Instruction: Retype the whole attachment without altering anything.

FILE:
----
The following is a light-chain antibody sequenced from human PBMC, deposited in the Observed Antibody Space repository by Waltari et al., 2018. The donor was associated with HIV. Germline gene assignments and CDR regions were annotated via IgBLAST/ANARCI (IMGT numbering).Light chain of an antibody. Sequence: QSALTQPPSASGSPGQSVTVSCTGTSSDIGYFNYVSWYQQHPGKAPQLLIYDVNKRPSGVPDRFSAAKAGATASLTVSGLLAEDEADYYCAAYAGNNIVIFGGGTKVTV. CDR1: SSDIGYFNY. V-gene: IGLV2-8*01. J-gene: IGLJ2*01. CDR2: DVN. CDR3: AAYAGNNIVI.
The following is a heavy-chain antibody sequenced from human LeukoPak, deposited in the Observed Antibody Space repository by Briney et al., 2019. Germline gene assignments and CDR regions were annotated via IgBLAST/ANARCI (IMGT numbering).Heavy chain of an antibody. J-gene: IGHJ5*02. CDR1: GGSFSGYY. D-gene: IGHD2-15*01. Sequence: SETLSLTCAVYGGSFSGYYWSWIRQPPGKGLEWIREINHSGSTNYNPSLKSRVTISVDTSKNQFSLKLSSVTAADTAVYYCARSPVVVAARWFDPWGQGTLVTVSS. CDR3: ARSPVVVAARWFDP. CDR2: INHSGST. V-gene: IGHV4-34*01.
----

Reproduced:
The following is a light-chain antibody sequenced from human PBMC, deposited in the Observed Antibody Space repository by Waltari et al., 2018. The donor was associated with HIV. Germline gene assignments and CDR regions were annotated via IgBLAST/ANARCI (IMGT numbering).Light chain of an antibody. Sequence: QSALTQPPSASGSPGQSVTVSCTGTSSDIGYFNYVSWYQQHPGKAPQLLIYDVNKRPSGVPDRFSAAKAGATASLTVSGLLAEDEADYYCAAYAGNNIVIFGGGTKVTV. CDR1: SSDIGYFNY. V-gene: IGLV2-8*01. J-gene: IGLJ2*01. CDR2: DVN. CDR3: AAYAGNNIVI.
The following is a heavy-chain antibody sequenced from human LeukoPak, deposited in the Observed Antibody Space repository by Briney et al., 2019. Germline gene assignments and CDR regions were annotated via IgBLAST/ANARCI (IMGT numbering).Heavy chain of an antibody. J-gene: IGHJ5*02. CDR1: GGSFSGYY. D-gene: IGHD2-15*01. Sequence: SETLSLTCAVYGGSFSGYYWSWIRQPPGKGLEWIREINHSGSTNYNPSLKSRVTISVDTSKNQFSLKLSSVTAADTAVYYCARSPVVVAARWFDPWGQGTLVTVSS. CDR3: ARSPVVVAARWFDP. CDR2: INHSGST. V-gene: IGHV4-34*01.